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Civil service guidelines urge unblocking access to social media

The workplace of the future will have to be less rigid, less hierarchical and a lot more flexible. So says Sir Bob Kerslake, Head of the Civil Service.  More that that, he goes to say

Participating in social media is good way to learn how a modern workforce engages and communicates and I hope that more and more of our staff will embrace these new ways of working.

This comes from a welcome set of guidelines on social media for civil servants published last month by the Home Office.  Civil servants are urged to ‘communicate where your citizens are’, build relationships both online and offline and and avoid ‘channel shifting citizens backwards (move from email to telephone for example)’.

The guidelines are aimed not only at civil servants but also, and maybe more importantly, at ICT managers and those responsible for policies that impose technical restrictions on access to services such as streaming media (video), the potential business benefits of which for purposes such as training and development have increased in recent years.

While acknowledging security and other concerns, the guidelines are quite clear that restrictions put in place to prevent misuse or time wasting also hinder legitimate business use of social media and could be relaxed ‘if staff were better educated on the proper use of the internet and social media’.  It could not be clearer:

Most staff can be trusted to use these technologies appropriately if they are aware of the constraints and the risks. And appropriate line management intervention may, in some cases, be a better solution than tighter technical controls that hinder business use.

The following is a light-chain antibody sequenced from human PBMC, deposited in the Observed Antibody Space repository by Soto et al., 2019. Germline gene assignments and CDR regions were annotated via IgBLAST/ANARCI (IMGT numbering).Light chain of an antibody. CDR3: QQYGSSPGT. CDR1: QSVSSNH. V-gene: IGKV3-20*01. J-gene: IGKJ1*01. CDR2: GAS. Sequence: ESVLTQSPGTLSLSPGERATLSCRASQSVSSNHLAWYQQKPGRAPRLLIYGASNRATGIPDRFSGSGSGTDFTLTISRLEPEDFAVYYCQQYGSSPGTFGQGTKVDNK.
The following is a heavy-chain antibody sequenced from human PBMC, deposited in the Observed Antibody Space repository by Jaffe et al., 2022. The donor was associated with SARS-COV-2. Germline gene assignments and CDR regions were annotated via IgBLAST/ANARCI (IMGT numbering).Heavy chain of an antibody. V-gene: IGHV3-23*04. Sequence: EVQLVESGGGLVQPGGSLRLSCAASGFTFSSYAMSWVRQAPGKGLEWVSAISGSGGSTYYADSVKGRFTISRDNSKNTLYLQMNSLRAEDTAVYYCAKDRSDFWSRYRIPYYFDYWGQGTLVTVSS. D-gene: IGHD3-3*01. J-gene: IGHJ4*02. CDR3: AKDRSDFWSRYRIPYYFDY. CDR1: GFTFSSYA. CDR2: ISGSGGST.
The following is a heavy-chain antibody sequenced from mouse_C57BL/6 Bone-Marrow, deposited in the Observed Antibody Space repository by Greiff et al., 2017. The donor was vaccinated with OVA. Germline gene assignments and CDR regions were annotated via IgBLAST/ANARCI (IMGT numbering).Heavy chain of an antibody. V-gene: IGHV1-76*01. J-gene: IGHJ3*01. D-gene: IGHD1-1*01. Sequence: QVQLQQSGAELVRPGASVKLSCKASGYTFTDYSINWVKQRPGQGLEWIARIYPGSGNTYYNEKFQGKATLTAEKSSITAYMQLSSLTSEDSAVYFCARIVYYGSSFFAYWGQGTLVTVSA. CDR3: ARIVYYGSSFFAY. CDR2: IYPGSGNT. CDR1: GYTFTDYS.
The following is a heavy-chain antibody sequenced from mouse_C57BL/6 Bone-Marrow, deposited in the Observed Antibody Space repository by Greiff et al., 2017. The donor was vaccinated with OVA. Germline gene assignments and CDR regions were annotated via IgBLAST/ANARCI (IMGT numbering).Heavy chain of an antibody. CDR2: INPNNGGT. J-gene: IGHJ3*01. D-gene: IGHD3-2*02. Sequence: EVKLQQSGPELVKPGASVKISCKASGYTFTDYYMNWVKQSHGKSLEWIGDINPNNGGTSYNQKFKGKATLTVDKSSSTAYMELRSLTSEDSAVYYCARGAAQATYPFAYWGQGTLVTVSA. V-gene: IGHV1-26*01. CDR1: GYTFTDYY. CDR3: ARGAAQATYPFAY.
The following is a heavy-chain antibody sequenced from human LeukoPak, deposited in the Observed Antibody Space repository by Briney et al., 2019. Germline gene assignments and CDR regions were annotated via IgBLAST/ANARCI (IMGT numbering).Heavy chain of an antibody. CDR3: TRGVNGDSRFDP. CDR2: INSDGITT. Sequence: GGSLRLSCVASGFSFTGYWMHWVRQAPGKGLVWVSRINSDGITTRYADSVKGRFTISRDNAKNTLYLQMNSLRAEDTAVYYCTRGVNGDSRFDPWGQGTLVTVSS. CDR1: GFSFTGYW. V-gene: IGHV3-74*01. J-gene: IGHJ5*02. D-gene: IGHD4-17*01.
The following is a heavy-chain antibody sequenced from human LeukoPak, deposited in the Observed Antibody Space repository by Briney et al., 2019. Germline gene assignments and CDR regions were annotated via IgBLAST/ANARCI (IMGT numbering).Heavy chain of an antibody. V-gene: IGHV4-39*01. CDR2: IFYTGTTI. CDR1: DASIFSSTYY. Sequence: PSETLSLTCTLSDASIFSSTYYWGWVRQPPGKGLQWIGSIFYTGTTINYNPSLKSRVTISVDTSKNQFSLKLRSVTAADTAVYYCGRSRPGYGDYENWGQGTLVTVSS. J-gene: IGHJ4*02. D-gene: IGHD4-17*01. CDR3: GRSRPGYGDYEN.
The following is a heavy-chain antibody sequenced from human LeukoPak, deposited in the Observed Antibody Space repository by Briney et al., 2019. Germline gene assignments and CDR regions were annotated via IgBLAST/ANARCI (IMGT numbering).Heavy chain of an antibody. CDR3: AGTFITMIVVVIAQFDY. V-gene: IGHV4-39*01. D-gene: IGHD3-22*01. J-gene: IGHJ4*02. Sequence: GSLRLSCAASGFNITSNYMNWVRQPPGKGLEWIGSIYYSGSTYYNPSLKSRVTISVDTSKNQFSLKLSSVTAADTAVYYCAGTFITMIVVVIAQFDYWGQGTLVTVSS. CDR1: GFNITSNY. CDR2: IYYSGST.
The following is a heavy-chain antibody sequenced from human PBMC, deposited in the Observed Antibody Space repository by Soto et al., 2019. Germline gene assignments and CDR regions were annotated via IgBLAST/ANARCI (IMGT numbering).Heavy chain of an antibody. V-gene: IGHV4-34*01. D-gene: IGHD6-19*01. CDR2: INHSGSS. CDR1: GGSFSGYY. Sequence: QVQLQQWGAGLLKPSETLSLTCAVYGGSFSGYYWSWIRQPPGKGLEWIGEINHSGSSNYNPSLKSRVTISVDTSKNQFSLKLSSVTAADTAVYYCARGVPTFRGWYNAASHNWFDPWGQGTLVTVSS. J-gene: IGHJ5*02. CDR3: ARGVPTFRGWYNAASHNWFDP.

The problems of out of date browsers are also tackled head on.  As a minimum it is recommended that departments provide staff with access to a modern browser.  If there is a need to retain IE6 to access legacy systems, a second browser should be provided and IE6 should be prevented from accessing the internet.

This report is welcome and timely.  Although intended for civil servants it offers invaluable and well reasoned advice for any kind of organisation.  Only today we have been told by a social worker in a large local authority that she is blocked from viewing a video we have just released about desistance from crime. This video (a seminal work in criminal justice) is hosted on a cost effective streaming media service of the kind the cited in the guidelines. In this case access will be granted on request but this creates an unnecessary barrier.

Let’s hope the guidelines help pave the the way to developing a culture the encourages rather than hinders access to this kind of learning material.

Social media guidance for civil servants.  Government Digital Service / Home Office, 2012